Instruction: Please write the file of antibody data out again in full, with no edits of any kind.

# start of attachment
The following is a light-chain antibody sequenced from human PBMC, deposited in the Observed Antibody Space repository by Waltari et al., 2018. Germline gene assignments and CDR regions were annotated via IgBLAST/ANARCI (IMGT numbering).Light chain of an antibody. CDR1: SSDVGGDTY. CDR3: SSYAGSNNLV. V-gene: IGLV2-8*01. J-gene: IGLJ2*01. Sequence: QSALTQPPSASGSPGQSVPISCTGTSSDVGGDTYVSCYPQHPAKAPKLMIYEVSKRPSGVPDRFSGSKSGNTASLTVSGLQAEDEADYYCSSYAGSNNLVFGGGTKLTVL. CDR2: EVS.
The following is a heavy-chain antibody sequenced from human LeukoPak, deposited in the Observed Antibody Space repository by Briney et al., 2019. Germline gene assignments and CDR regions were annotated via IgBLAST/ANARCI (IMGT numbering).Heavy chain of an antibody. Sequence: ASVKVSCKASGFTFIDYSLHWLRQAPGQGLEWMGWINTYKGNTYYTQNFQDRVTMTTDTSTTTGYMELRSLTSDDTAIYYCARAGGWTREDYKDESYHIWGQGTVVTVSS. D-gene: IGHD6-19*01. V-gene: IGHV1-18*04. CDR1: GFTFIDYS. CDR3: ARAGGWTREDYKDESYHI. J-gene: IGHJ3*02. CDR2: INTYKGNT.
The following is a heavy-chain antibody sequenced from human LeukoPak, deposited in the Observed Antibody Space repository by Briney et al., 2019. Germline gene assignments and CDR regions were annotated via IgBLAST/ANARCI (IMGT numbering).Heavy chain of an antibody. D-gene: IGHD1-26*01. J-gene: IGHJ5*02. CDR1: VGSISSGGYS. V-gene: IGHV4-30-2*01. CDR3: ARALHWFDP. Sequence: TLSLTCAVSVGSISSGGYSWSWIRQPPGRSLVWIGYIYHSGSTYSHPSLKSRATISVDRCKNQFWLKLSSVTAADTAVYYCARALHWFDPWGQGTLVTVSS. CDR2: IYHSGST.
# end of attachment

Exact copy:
The following is a light-chain antibody sequenced from human PBMC, deposited in the Observed Antibody Space repository by Waltari et al., 2018. Germline gene assignments and CDR regions were annotated via IgBLAST/ANARCI (IMGT numbering).Light chain of an antibody. CDR1: SSDVGGDTY. CDR3: SSYAGSNNLV. V-gene: IGLV2-8*01. J-gene: IGLJ2*01. Sequence: QSALTQPPSASGSPGQSVPISCTGTSSDVGGDTYVSCYPQHPAKAPKLMIYEVSKRPSGVPDRFSGSKSGNTASLTVSGLQAEDEADYYCSSYAGSNNLVFGGGTKLTVL. CDR2: EVS.
The following is a heavy-chain antibody sequenced from human LeukoPak, deposited in the Observed Antibody Space repository by Briney et al., 2019. Germline gene assignments and CDR regions were annotated via IgBLAST/ANARCI (IMGT numbering).Heavy chain of an antibody. Sequence: ASVKVSCKASGFTFIDYSLHWLRQAPGQGLEWMGWINTYKGNTYYTQNFQDRVTMTTDTSTTTGYMELRSLTSDDTAIYYCARAGGWTREDYKDESYHIWGQGTVVTVSS. D-gene: IGHD6-19*01. V-gene: IGHV1-18*04. CDR1: GFTFIDYS. CDR3: ARAGGWTREDYKDESYHI. J-gene: IGHJ3*02. CDR2: INTYKGNT.
The following is a heavy-chain antibody sequenced from human LeukoPak, deposited in the Observed Antibody Space repository by Briney et al., 2019. Germline gene assignments and CDR regions were annotated via IgBLAST/ANARCI (IMGT numbering).Heavy chain of an antibody. D-gene: IGHD1-26*01. J-gene: IGHJ5*02. CDR1: VGSISSGGYS. V-gene: IGHV4-30-2*01. CDR3: ARALHWFDP. Sequence: TLSLTCAVSVGSISSGGYSWSWIRQPPGRSLVWIGYIYHSGSTYSHPSLKSRATISVDRCKNQFWLKLSSVTAADTAVYYCARALHWFDPWGQGTLVTVSS. CDR2: IYHSGST.